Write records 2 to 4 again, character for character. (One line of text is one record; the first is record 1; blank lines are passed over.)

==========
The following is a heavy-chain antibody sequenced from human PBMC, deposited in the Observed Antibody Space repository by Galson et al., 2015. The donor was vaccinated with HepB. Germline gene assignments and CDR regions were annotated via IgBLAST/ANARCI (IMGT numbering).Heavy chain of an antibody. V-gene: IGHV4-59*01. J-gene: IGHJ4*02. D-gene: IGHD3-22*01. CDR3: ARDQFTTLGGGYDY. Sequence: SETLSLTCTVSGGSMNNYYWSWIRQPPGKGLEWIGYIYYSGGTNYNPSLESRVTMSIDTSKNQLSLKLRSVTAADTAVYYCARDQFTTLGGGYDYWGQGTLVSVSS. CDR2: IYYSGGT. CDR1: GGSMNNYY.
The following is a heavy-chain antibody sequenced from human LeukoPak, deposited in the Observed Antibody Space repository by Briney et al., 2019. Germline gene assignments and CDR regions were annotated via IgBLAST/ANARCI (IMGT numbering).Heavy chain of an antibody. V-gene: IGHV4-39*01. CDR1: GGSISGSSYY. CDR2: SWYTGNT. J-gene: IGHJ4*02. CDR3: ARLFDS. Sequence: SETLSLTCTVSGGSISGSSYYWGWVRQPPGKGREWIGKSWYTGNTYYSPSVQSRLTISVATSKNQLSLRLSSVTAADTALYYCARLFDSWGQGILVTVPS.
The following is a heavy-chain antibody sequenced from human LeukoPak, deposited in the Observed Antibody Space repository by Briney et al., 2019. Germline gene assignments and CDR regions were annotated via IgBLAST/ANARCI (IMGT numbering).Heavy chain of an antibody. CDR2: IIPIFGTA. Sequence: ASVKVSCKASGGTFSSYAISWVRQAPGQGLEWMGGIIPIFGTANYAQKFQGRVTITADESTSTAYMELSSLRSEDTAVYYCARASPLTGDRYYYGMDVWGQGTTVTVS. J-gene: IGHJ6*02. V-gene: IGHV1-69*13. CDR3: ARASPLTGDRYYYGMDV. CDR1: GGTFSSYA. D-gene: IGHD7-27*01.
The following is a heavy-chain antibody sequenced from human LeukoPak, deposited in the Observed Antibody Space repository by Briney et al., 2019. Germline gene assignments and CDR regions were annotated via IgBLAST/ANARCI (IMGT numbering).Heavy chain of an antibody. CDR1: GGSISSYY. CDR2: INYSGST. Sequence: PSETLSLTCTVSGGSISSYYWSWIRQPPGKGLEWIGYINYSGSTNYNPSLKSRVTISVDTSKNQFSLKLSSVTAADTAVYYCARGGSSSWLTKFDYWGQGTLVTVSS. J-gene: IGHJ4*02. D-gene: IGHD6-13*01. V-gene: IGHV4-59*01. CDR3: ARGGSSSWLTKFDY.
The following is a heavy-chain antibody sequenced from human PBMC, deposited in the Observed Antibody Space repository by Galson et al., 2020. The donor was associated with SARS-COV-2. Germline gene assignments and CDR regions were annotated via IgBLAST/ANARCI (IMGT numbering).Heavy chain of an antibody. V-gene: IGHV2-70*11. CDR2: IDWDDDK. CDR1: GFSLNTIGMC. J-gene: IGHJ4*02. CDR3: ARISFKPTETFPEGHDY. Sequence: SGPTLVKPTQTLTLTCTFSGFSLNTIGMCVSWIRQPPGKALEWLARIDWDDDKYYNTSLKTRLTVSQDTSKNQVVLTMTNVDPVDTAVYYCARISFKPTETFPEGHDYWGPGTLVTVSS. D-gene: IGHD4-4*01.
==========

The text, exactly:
The following is a heavy-chain antibody sequenced from human LeukoPak, deposited in the Observed Antibody Space repository by Briney et al., 2019. Germline gene assignments and CDR regions were annotated via IgBLAST/ANARCI (IMGT numbering).Heavy chain of an antibody. V-gene: IGHV4-39*01. CDR1: GGSISGSSYY. CDR2: SWYTGNT. J-gene: IGHJ4*02. CDR3: ARLFDS. Sequence: SETLSLTCTVSGGSISGSSYYWGWVRQPPGKGREWIGKSWYTGNTYYSPSVQSRLTISVATSKNQLSLRLSSVTAADTALYYCARLFDSWGQGILVTVPS.
The following is a heavy-chain antibody sequenced from human LeukoPak, deposited in the Observed Antibody Space repository by Briney et al., 2019. Germline gene assignments and CDR regions were annotated via IgBLAST/ANARCI (IMGT numbering).Heavy chain of an antibody. CDR2: IIPIFGTA. Sequence: ASVKVSCKASGGTFSSYAISWVRQAPGQGLEWMGGIIPIFGTANYAQKFQGRVTITADESTSTAYMELSSLRSEDTAVYYCARASPLTGDRYYYGMDVWGQGTTVTVS. J-gene: IGHJ6*02. V-gene: IGHV1-69*13. CDR3: ARASPLTGDRYYYGMDV. CDR1: GGTFSSYA. D-gene: IGHD7-27*01.
The following is a heavy-chain antibody sequenced from human LeukoPak, deposited in the Observed Antibody Space repository by Briney et al., 2019. Germline gene assignments and CDR regions were annotated via IgBLAST/ANARCI (IMGT numbering).Heavy chain of an antibody. CDR1: GGSISSYY. CDR2: INYSGST. Sequence: PSETLSLTCTVSGGSISSYYWSWIRQPPGKGLEWIGYINYSGSTNYNPSLKSRVTISVDTSKNQFSLKLSSVTAADTAVYYCARGGSSSWLTKFDYWGQGTLVTVSS. J-gene: IGHJ4*02. D-gene: IGHD6-13*01. V-gene: IGHV4-59*01. CDR3: ARGGSSSWLTKFDY.